If you take daily aspirin, make sure you know why and understand the small but real bleeding risk.
Are you taking an aspirin a day to keep the cardiologist away? If so, you are among millions of Americans taking a daily dose of the cheap, widely available anti-inflammatory drug for "primary prevention" of cardiovascular disease. Primary prevention means you don't have cardiovascular disease, and hope that aspirin will help prevent it.
But there is a price for prevention. Aspirin suppresses clotting, which is the villain behind heart attacks and "ischemic" strokes (caused by a blocked artery in the brain). But aspirin also ups the risk for bleeding in the upper gastrointestinal (GI) region and brain. The critical question is whether your risk of cardiovascular disease outweighs the risk of bleeding. Right now, the answer is not simple.
"There is controversy about exactly who in primary prevention should get aspirin," says Dr. Deepak Bhatt, a professor of medicine at Harvard Medical School and chief of cardiology at the VA Boston Healthcare System. "It's important to have a discussion with your doctor, weigh the risks and benefits, and factor in the uncertainty to decide if you should be on aspirin."
Balancing benefits and risks
Taking low-dose aspirin for "secondary prevention" is not controversial. Secondary prevention is for people who already have had a heart attack, certain kinds of strokes, or other diagnosed cardiovascular disease that puts them at high risk of additional problems.
"If somebody already has evidence of cardiovascular disease, there's no question they should be on an aspirin unless they have some major bleeding issues or an allergy that prevents them from taking aspirin," Dr. Bhatt says.
In a group of 10,000 such people, aspirin can prevent 250 cardiovascular events, like heart attacks, strokes, and sudden death. Meanwhile, 40 cases of serious bleeding will occur. The ratio of risk to benefit is roughly six people helped for every one harmed. That's little consolation if you're sent to the hospital with internal bleeding, but as a public health policy this risk equation is acceptable.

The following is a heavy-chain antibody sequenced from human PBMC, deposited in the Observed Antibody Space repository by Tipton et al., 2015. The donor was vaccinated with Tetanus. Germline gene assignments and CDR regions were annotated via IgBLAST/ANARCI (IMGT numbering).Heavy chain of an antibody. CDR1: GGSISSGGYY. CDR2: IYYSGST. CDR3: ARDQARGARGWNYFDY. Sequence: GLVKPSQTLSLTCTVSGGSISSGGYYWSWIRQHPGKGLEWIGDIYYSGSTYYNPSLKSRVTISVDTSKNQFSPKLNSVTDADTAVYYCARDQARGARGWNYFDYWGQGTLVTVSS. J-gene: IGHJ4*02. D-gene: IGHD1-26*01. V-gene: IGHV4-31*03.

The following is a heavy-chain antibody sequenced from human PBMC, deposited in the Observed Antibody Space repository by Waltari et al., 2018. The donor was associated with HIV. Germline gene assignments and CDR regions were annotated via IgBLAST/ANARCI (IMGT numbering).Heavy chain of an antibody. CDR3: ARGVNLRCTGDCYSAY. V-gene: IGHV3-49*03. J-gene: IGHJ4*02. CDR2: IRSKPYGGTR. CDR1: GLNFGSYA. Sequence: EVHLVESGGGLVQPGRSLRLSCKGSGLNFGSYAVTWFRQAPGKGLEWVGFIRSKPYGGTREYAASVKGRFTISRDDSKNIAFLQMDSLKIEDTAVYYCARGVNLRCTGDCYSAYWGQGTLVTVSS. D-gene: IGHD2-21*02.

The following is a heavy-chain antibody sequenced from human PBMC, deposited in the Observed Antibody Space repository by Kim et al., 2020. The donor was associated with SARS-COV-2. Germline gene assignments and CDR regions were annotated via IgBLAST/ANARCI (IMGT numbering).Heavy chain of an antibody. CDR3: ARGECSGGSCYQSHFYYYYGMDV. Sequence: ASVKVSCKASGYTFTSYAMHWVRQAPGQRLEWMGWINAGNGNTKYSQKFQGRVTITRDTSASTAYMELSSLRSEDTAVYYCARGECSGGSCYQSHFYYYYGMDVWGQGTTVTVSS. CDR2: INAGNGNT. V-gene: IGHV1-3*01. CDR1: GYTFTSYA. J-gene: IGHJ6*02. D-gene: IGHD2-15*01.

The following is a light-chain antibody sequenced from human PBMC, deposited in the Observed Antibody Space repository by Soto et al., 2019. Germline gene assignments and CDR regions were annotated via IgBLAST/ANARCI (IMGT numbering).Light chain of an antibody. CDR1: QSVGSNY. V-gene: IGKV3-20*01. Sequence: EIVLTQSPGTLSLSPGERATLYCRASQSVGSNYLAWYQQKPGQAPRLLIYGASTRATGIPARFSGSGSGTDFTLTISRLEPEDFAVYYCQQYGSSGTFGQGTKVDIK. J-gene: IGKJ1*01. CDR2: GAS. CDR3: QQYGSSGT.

Aspirin for healthy people
When aspirin is used to prevent cardiovascular disease, the scales tip more toward harm. For every 10,000 people taking low-dose aspirin, seven people will be helped—mostly by preventing heart attacks—to every four harmed. These numbers are averages, so the risk faced by an individual depends on his or her particular characteristics. The chance that aspirin will help rises with additional risk factors, like older age, being overweight, smoking, and having high cholesterol. The risk of bleeding also rises with age—but then so does the risk of heart attacks and strokes, and the potential benefit of taking aspirin.
A study in the June 6, 2012, Journal of the American Medical Association stoked the ongoing debate about low-dose aspirin for primary prevention. Researchers examined the health records of nearly 400,000 people in the Italian National Health Service. Twenty out of every 10,000 people experienced a major bleed—five times higher than the bleeding rate seen in previous clinical trials. Is this bad news for people taking aspirin?
Maybe—maybe not. Dr. Bhatt says that comparing the Italian results to previous clinical trials isn't as simple as it seems. "The Italian study examined real-world patients, including some who were probably at much higher baseline risk of bleeding than the patients in the trials. So, that might explain why the bleeding was higher," Dr. Bhatt says. "Also, what is missing is the degree of benefit of aspirin. Maybe that was higher too, but we don't know."
Because millions of Americans are now taking low-dose aspirin, even a small increase in the risk of major bleeding could affect a lot of people. But fundamentally, the Italian study told us what we already knew: "The balance between risk and benefit of aspirin for primary prevention is very narrow," Dr. Bhatt says, "and in many people the bleeding risk may outweigh the potential benefits."
Risks and benefits of daily low-dose aspirin
For every 10,000 people who already have cardiovascular disease who take low-dose aspirin ...
For every 10,000 people at risk of cardiovascular disease who take low-dose aspirin ...
What should you do?
For the time being, the science remains uncertain and experts don't agree on who should take aspirin to prevent a first heart attack or stroke. In Europe, for example, guidelines for cardiology do not recommend aspirin for primary prevention, citing an unfavorable ratio of risk to benefit. In the United States, the FDA has not approved any labeling for aspirin bottles regarding its use in preventing cardiovascular disease.
That may change in a few years, as results from new and better primary prevention trials are released. In the meantime, make sure you know where you stand on the scale of risk and benefit. And if you have prescribed yourself low-dose aspirin because of what you've read in the health press—seriously consider a chat with your doctor.